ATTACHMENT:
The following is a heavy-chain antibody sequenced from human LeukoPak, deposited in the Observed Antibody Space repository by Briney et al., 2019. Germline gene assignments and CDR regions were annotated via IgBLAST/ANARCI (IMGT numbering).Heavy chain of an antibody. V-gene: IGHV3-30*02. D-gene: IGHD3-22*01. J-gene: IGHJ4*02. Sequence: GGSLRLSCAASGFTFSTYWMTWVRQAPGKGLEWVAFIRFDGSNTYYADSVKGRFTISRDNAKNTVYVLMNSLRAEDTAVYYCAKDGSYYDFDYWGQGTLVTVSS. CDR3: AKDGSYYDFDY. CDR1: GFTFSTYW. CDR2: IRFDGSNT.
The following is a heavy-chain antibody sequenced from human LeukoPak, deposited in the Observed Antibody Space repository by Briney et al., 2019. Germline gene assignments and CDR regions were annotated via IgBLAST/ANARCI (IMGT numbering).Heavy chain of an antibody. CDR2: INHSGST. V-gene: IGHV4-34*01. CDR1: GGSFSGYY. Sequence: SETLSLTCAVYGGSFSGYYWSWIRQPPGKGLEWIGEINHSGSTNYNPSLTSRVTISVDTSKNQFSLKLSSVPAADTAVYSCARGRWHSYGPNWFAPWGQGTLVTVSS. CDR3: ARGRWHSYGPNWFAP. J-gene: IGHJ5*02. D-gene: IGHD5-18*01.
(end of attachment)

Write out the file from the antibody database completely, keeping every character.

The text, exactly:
The following is a heavy-chain antibody sequenced from human LeukoPak, deposited in the Observed Antibody Space repository by Briney et al., 2019. Germline gene assignments and CDR regions were annotated via IgBLAST/ANARCI (IMGT numbering).Heavy chain of an antibody. V-gene: IGHV3-30*02. D-gene: IGHD3-22*01. J-gene: IGHJ4*02. Sequence: GGSLRLSCAASGFTFSTYWMTWVRQAPGKGLEWVAFIRFDGSNTYYADSVKGRFTISRDNAKNTVYVLMNSLRAEDTAVYYCAKDGSYYDFDYWGQGTLVTVSS. CDR3: AKDGSYYDFDY. CDR1: GFTFSTYW. CDR2: IRFDGSNT.
The following is a heavy-chain antibody sequenced from human LeukoPak, deposited in the Observed Antibody Space repository by Briney et al., 2019. Germline gene assignments and CDR regions were annotated via IgBLAST/ANARCI (IMGT numbering).Heavy chain of an antibody. CDR2: INHSGST. V-gene: IGHV4-34*01. CDR1: GGSFSGYY. Sequence: SETLSLTCAVYGGSFSGYYWSWIRQPPGKGLEWIGEINHSGSTNYNPSLTSRVTISVDTSKNQFSLKLSSVPAADTAVYSCARGRWHSYGPNWFAPWGQGTLVTVSS. CDR3: ARGRWHSYGPNWFAP. J-gene: IGHJ5*02. D-gene: IGHD5-18*01.